Dealing with irritable bowel syndrome
Posted on 8 February 2017
Irritable bowel syndrome (IBS) affects 10-15% of the global population, and while about two in three sufferers are women, it occurs in people of all ages, even children. Symptoms include stomach pain, bloating and excessive gas, affecting family, work life and general wellbeing.
What is IBS?
Not considered a disease, IBS is a gastrointestinal syndrome based on a common set of symptoms that are unrelated to a disease and therefore difficult to treat. The cause is unknown, says Dr Jaco Nagel, a gastroenterologist at Mediclinic Kloof in Pretoria. ‘There are many hypotheses, however, among which food intolerance and visceral hypersensitivity are most popular,’ he adds. Some scientists believe spasms and cramping are caused by faulty communication between the brain and the intestinal tract.
An underreported condition
Dr Nagel says he is seeing more patients with IBS, and this could be because it has been underreported in the past. A doctor will only confirm IBS after conducting a physical examination to rule out medical conditions, which may entail a scope, biopsy, X-ray or stool/blood tests.
Common symptoms include:
- abdominal pain or cramping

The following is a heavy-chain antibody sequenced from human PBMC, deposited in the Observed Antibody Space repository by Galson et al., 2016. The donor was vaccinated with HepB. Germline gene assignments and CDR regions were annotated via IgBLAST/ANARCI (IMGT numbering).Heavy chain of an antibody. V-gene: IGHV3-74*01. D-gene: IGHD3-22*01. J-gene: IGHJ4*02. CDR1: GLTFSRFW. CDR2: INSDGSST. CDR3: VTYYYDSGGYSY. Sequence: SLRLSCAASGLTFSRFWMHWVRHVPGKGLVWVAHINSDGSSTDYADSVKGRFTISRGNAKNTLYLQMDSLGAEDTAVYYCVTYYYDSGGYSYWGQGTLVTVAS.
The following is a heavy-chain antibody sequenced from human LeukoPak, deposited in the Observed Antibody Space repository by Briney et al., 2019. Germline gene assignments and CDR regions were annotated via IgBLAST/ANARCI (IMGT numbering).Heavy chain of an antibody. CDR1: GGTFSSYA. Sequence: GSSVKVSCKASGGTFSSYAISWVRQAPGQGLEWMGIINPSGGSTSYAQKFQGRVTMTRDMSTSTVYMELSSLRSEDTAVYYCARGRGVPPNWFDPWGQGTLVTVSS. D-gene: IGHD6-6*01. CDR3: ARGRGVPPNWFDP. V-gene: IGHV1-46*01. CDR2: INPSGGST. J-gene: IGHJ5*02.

- the feeling that a bowel movement is incomplete
- passing mucus
Can food allergies cause IBS?
Dr Nagel says although many patients believe that diet and food sensitivities play a major role in their symptoms, proven food allergy is very rare in IBS. ‘Well-documented food intolerance via an exclusion diet is only seen in about 10 to 20% of cases. It still remains one of the major therapeutic targets in the management of IBS, although scientific evidence is lacking.’
Treatments include conventional medication to alleviate symptoms and recommended lifestyle changes to improve quality of life. Dr Nagel says treatment could include antispasmodics and peppermint oil for short-term relief. Antidiarrhoeals can also be prescribed, and soluble fibre or laxatives can be taken to ease constipation. Dr Nagel says antidepressants, especially the tricyclics, are also sometimes helpful.
A study by the University of Helsinki in Finland suggests that IBS abdominal pain might be alleviated by probiotic treatment. However, Dr Nagel says enough scientific evidence is still lacking and the recommendation for routine use of probiotics in IBS is weak.
Adjusting your diet and managing stress may help. Remember these tips:
- Avoid coffee and alcohol, which irritate the digestive tract.
- Cut down on gas-producing foods like cabbage, onion and cauliflower.
- Too much fibre can make things worse, so monitor intake.
- Cooked vegetables are easier to digest than raw ones.
- Manage stress.
- Exercise helps with spasms, so keep active.
- Consider using medication to reduce symptoms.